A WIRRAL mum and her disabled son are living like "squatters" in their home after essential maintenance work came to a standstill.

Julie Riding, from Leasowe, is forced to sleep on an old mattress in her living room while she waits for her landlords to carry out vital repairs.

And shockingly, workers have even placed a sign in her front window declaring the house a building site and recommending that visitors wear safety hats.

Julie was told almost four years ago that her three-bedroom house was subsiding and needed immediate attention.

However when her landlords Leasowe Community Homes (LCH) arranged for the work to be done earlier this year, builders were delayed – after finding asbestos in the house.

And Julie and 20-year-old Josh, who has Cerebral Palsy, were made to live in the asbestos-ridden house while a specialist team came in to treat it.

The pair were then told to pack up all their belongings - including a couch and Julie’s bed - so that repair work could begin.

Julie, 46, said: "We have been living like this for five weeks and I just feel like Leasowe Community Homes are laughing at us.

"When the builders told us there was asbestos in the house, I couldn’t believe it. And we were expected to keep living here knowing it was dangerous for our health.

"We then faced more waiting while that got sorted and when it was finally time for repairs to take place, there was more confusion.

"As one job starts to get done, another crack appears so the insurers have to be informed before it can be fixed and it is an on-going battle to get answers.

"I usually have such a beautiful home and I just feel dirty with the dust coming down all the time.

"Josh and I wake up almost every night and find ourselves coughing for about an hour because of the amount of dust.

"Alternative accommodation was never given to us as a real option because of my son's specific needs and we were under the impression that the work wouldn’t take that long anyway."

Julie now faces more uncertainty as to when work will start again.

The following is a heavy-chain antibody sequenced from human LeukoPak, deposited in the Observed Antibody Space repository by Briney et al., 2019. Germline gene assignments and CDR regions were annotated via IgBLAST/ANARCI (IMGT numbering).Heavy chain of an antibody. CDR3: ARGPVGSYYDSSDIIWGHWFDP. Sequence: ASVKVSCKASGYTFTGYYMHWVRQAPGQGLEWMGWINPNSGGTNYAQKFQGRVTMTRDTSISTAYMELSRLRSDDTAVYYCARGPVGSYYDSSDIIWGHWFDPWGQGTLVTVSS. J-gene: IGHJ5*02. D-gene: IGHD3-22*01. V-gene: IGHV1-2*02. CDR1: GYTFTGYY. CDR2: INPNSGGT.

She added: "Every time I speak to LCH, I am given the run-around. There seems to be a serious lack of communication between the surveyors, builders and decorators.

"We just want our home back but it doesn't look like that's going to happen any time soon."

Mary Quigg, managing director of Leasowe Community Homes, said: "We completely understand and respect the reasons why our tenant chose to remain in her own home while these essential repairs are carried out.

"We are doing everything we possibly can to minimise any inconvenience but, due to unforeseen circumstances, the work required is taking longer than any of us anticipated.

2One of the reasons for this is that asbestos was detected in the bedroom ceiling when pre-works testing was carried out. This, in itself, is not unusual for properties built prior to 2000. Ms Riding was informed that we were to seal the rooms affected, remove the asbestos, and carry out a series of subsequent tests to confirm that all material had been removed.

"This was completed, following all health and safety guidelines and, at no point, did it pose any hazard to anyone living or working in the property.

"All remaining works are scheduled to be completed within the next few weeks, when we sincerely hope that the improvements made will make a significant long-term difference to our tenant and her son."